By Neil MacGregor
Read Online or Download A History Of The World In 100 Objects - BBC Transcript PDF
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Extra resources for A History Of The World In 100 Objects - BBC Transcript
Rowan Williams again: 'At the beginning, of course, you can't really pull apart religion and art can you? Art is sacred because it is taking you to this space where you're not just doing the subject/object arm's-length approach to nature, it takes you to a new place and that's a religious activity. It's only as time goes on that religion becomes much more involved with issues around power, and art becomes much more involved with issues around self-expression, and these days, the two often look at each other from separate mountain peaks, peering in a puzzled kind of way through the mists.
The handaxe is about to accompany us on a huge journey; because with all these skills, we're no longer tied to our immediate environment. If we need to - even if we just want to - we can move. Travel is possible, maybe even desirable, and we can move beyond the warm savannahs of Africa and survive, perhaps even flourish, in a colder climate. The handaxe is our passport to the rest of the world, and in the study collections of the British Museum you can find handaxes from all over Africa - Nigeria, South Africa, Libya - but also from Israel and India, Spain and Korea - even from a gravel pit near Heathrow airport.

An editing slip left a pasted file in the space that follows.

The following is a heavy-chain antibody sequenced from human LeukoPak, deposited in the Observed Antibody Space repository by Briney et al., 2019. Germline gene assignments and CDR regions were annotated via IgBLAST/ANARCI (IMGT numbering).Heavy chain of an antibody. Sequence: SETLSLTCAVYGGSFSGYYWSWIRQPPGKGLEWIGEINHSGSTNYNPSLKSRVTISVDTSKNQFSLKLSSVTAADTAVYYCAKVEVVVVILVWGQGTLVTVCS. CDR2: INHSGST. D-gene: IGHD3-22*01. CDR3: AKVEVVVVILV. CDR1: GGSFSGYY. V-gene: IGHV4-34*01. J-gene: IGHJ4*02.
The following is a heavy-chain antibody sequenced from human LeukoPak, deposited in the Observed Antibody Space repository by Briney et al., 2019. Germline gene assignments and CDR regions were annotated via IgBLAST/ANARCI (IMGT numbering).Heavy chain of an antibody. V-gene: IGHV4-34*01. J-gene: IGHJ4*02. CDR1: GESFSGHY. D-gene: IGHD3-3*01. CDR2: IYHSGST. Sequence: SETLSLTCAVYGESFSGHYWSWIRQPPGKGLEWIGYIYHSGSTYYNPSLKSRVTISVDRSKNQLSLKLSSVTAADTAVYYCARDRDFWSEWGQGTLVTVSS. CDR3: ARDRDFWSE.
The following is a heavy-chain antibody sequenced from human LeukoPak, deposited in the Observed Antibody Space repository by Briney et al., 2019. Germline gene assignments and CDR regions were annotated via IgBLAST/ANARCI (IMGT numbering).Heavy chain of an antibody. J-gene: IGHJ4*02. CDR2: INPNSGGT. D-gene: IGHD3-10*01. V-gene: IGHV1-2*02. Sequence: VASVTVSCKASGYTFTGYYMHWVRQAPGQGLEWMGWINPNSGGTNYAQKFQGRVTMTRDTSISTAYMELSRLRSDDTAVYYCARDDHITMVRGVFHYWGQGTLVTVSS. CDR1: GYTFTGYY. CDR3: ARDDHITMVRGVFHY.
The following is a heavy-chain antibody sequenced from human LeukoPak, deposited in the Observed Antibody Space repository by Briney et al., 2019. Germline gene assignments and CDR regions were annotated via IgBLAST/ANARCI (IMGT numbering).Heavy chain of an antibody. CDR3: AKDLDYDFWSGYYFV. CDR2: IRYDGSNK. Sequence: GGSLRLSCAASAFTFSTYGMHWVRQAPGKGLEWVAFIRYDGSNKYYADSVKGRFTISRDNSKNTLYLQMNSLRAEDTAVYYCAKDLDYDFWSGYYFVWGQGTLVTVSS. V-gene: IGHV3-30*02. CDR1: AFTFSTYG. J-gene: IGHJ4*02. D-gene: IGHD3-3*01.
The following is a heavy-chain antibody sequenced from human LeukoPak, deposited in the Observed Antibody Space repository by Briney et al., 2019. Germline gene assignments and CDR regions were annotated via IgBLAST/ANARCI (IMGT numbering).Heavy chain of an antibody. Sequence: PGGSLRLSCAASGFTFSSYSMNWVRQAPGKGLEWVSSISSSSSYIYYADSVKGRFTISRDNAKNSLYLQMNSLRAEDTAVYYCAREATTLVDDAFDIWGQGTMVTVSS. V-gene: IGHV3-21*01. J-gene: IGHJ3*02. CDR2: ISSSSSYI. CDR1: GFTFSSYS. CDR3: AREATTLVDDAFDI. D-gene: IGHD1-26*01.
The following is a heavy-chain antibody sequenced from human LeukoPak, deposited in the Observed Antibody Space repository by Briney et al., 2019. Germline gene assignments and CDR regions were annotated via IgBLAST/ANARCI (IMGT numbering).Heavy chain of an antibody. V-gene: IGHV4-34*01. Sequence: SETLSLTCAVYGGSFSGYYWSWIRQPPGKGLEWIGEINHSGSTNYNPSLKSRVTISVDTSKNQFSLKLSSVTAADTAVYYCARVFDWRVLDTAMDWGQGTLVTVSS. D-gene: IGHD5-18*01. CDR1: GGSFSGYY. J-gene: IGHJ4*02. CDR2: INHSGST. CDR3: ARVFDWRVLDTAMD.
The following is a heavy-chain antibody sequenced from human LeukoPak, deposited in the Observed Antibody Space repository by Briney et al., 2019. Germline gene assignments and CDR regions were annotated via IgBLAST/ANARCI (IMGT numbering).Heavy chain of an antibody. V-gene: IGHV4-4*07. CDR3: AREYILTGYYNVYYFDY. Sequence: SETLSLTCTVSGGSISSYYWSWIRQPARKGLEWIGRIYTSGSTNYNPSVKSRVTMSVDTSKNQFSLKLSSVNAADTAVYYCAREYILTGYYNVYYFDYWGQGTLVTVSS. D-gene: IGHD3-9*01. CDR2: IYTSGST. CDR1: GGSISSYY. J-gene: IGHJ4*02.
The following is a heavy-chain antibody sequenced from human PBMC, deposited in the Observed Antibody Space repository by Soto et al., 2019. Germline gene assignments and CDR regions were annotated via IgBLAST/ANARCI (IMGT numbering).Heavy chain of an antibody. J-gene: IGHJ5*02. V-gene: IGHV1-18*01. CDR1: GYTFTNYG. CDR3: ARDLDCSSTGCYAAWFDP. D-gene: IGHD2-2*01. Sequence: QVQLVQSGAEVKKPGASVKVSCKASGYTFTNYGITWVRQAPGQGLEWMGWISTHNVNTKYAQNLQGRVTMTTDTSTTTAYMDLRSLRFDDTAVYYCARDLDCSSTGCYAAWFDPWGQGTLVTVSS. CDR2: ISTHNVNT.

The chef Madhur Jaffrey is still very attached to her pestle, which her mother gave her when she left India, and she came to look at ours: 'I just thought it was beautiful to look at and had a well-honed, worn look, and a patina that made me feel that it was used - and used again and again. It is a fundamental act both of cooking and of living, and living with a family and passing on, at least in India. 'When I left India, which was a long long time ago, my mother gave me certain utensils to take with me, and they were all heavy, I remember that.